Specifically, Suniva and SolarWorld are asking the president to institute a tariff of $0.25 per watt on solar cells and $0.32 per watt on modules. In addition, the companies recommend that the president either place a floor price of $0.74 per watt on all solar imports or set an import quota of 0.22 gigawatts for cells and 5.7 gigawatts for modules. In September, the U.S. International Trade Commission made a recommendation to the president in favor of the petition filers, citing the “serious injury” on the domestic solar industry. The president is expected to issue an order in response to the case by January.
We can do things that other utilities can’t do, because we’re community-owned and not profit-based.”
Although Suniva and SolarWorld made claims about losses to the domestic workforce, other solar companies have disputed the claim that tariffs will provide any relief. In an August letter to the International Trade Commission, a group of 27 domestic solar manufacturers and suppliers objected to the speculation of the petition and argued that tariffs would not revive the industry; they would only revive the high upfront costs of panels. “The solar industry is fundamentally different from both consumer products and other durable goods,” the letter reads. “If someone needs to buy tires, they can only put off the decision for so long. Few homeowners, businesses or utilities need to buy solar, although millions want to buy solar. … The tariffs requested by Suniva would more than double the price of solar panels in the U.S., undercutting the cost-competitiveness of solar and reversing its high growth trajectory.”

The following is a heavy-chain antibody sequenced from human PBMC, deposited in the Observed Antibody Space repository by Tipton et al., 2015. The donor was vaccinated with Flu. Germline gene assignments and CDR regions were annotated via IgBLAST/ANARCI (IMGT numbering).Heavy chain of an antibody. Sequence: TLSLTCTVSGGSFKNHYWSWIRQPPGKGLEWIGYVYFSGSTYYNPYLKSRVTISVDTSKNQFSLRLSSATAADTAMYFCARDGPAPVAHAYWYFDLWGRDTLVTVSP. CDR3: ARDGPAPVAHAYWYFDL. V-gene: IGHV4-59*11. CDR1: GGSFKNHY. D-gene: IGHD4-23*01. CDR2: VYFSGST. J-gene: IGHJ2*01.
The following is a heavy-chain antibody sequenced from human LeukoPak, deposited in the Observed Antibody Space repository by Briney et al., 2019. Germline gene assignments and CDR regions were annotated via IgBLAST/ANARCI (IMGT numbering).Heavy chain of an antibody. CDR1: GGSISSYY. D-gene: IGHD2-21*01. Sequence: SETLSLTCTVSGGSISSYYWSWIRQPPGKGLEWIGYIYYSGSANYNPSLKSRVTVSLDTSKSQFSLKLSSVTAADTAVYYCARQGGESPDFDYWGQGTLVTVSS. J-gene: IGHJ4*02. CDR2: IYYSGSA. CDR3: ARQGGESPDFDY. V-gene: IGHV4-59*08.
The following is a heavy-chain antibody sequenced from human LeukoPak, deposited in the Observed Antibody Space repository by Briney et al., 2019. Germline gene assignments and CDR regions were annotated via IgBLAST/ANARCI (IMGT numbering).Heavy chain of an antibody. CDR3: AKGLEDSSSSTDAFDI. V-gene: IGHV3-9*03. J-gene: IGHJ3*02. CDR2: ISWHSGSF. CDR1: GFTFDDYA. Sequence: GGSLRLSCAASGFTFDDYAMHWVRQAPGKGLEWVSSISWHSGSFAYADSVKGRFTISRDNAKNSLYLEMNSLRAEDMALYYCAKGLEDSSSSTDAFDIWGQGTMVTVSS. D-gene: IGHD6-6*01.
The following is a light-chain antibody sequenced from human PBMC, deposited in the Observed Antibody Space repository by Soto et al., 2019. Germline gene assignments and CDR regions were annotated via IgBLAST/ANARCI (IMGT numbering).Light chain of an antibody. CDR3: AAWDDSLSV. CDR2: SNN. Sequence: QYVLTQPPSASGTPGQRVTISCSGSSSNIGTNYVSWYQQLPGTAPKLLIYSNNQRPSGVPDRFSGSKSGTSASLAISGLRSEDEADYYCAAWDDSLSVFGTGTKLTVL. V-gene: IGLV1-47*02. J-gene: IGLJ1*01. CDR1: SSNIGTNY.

These 27 companies are not the only ones with something to lose, however. Millions of low-income Texas households struggle every year to power their homes, and rising energy costs can reinforce constraints on economic mobility. Dana Harmon, executive director of the Texas Energy Poverty Research Institute, said that low-income households bear more of an energy burden than households at other income levels. According to a study conducted by the Energy Institute at UT-Austin, Texas households that earn less than $25,000 per year end up spending 12.5% of that annual income on energy, whereas households making more than $25,000 spend 4% on average. “About 3.5 million people in Texas are below 200% of the federal poverty line,” said Harmon. “Energy burdens tend to increase as you move toward more and more severe levels of poverty.”
Solar programs in other states have had some success reaching low-income consumers, most notably in New Jersey, where 34% of solar households are below the state’s median income. Nguyen said that 1PlanetSol is working on a new study that will dive into the available data to figure out why some states do better. “There’s two key questions: One is what should a solar program’s income distribution look like, and that’s something that City Council would have to decide,” he said. “The second question is, once we have a target income distribution, what policies and projects will best lead toward that distribution?”